A young Iranian chess player has been hailed as a hero in Iran and met with Ayatollah Khamenei after he refused to play against an Israeli player at an international chess tournament in Sweden.

Aryan Gholami, a 17-year-old Iranian forfeited his chance at winning $10,000 (£7,600) after refusing to play Ariel Erenberg. Gholami ended up coming second due to his decision.

The incident took place at the Rilton Cup in Sweden on 5 January 2019.

Whilst the chess player is being praised by Iran for his actions against the “Zionists”, at first, he appeared to be diplomatic when explaining his reasons, suggesting that something bad could happen to him if he didn’t refuse to play the Israeli.

Gholani told Swedish chess website Schack.se that he had no ill will towards the Israeli, but said, “If I were to play against an Israeli, it would have serious consequences for me”.

According to the Times of Israel, Gholami could have been banned by Iran’s chess federation from playing in international tournaments as punishment for facing an Israeli.

It is also fair to see that Gholami looked notably “sheepish” when he returned to Iran and was met by cheering crowds. However, he later told the Palestinian Quds News Network: “I refused this competition in order to defend the Palestinian people. I do not recognize a place called Israel.”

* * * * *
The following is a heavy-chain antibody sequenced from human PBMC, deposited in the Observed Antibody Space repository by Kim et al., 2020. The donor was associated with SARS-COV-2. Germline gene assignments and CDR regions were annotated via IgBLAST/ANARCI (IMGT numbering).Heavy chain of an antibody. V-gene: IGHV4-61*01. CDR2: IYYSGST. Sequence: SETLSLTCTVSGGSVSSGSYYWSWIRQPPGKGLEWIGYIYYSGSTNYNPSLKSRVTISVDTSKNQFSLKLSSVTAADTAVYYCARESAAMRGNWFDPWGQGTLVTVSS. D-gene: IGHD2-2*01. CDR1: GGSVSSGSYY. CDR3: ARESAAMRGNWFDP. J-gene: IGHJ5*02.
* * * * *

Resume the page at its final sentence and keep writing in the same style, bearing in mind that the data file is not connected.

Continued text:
Iranian TV this week feted Gholami, as Khamenei met with the young player and celebrated his actions, the Middle East Media Research Institute (MEMRI) reported.

“This sportsman ‘checked’ the dollar and ‘mated’ the oppression in order to land another defeat against the Zionist regime,” a reporter for Channel 1 said.

“I had to make a decision in two or three minutes. I told the arbiter that if that was the case, I would not play,” Gholami told the network.

The reporter went on to say the teen “showed that he knew how to play the chess of life. Humanity and faith are better than on-the-board chess.

“He refused to play a representative of the Zionist regime, thus losing the gold medal and the dollars, but he wore the medal of humanity and honour.”

Tavaana, a US State Department-funded initiative to promote Iranian civil society, published a caricature following the event, which criticized Iran’s demonization of Israelis.